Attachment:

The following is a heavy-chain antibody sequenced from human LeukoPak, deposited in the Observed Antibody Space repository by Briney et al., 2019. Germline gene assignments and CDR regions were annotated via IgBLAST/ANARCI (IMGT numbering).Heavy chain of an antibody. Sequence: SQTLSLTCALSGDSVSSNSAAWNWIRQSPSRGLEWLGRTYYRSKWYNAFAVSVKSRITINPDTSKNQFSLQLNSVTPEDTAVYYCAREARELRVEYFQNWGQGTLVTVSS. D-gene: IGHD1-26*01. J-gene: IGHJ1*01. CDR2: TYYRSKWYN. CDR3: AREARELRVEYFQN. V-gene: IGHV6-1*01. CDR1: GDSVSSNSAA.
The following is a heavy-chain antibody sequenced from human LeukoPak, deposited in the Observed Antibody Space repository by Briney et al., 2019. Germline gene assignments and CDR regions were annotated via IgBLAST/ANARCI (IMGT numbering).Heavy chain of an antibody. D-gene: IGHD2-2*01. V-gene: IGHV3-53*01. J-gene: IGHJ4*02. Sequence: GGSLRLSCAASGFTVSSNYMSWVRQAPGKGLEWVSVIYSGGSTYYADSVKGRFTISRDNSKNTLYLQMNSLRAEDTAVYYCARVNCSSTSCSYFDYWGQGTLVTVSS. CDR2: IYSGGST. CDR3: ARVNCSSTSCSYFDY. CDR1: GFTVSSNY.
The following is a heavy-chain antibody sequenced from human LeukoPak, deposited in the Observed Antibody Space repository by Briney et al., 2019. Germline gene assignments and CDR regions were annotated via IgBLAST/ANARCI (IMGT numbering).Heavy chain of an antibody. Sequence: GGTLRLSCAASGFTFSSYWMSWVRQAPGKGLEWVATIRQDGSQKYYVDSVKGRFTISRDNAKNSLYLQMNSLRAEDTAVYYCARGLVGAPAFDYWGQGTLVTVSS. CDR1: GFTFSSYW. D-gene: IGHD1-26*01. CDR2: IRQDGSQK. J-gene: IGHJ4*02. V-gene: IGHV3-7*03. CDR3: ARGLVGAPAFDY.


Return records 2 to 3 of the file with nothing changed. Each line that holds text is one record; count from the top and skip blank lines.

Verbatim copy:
The following is a heavy-chain antibody sequenced from human LeukoPak, deposited in the Observed Antibody Space repository by Briney et al., 2019. Germline gene assignments and CDR regions were annotated via IgBLAST/ANARCI (IMGT numbering).Heavy chain of an antibody. D-gene: IGHD2-2*01. V-gene: IGHV3-53*01. J-gene: IGHJ4*02. Sequence: GGSLRLSCAASGFTVSSNYMSWVRQAPGKGLEWVSVIYSGGSTYYADSVKGRFTISRDNSKNTLYLQMNSLRAEDTAVYYCARVNCSSTSCSYFDYWGQGTLVTVSS. CDR2: IYSGGST. CDR3: ARVNCSSTSCSYFDY. CDR1: GFTVSSNY.
The following is a heavy-chain antibody sequenced from human LeukoPak, deposited in the Observed Antibody Space repository by Briney et al., 2019. Germline gene assignments and CDR regions were annotated via IgBLAST/ANARCI (IMGT numbering).Heavy chain of an antibody. Sequence: GGTLRLSCAASGFTFSSYWMSWVRQAPGKGLEWVATIRQDGSQKYYVDSVKGRFTISRDNAKNSLYLQMNSLRAEDTAVYYCARGLVGAPAFDYWGQGTLVTVSS. CDR1: GFTFSSYW. D-gene: IGHD1-26*01. CDR2: IRQDGSQK. J-gene: IGHJ4*02. V-gene: IGHV3-7*03. CDR3: ARGLVGAPAFDY.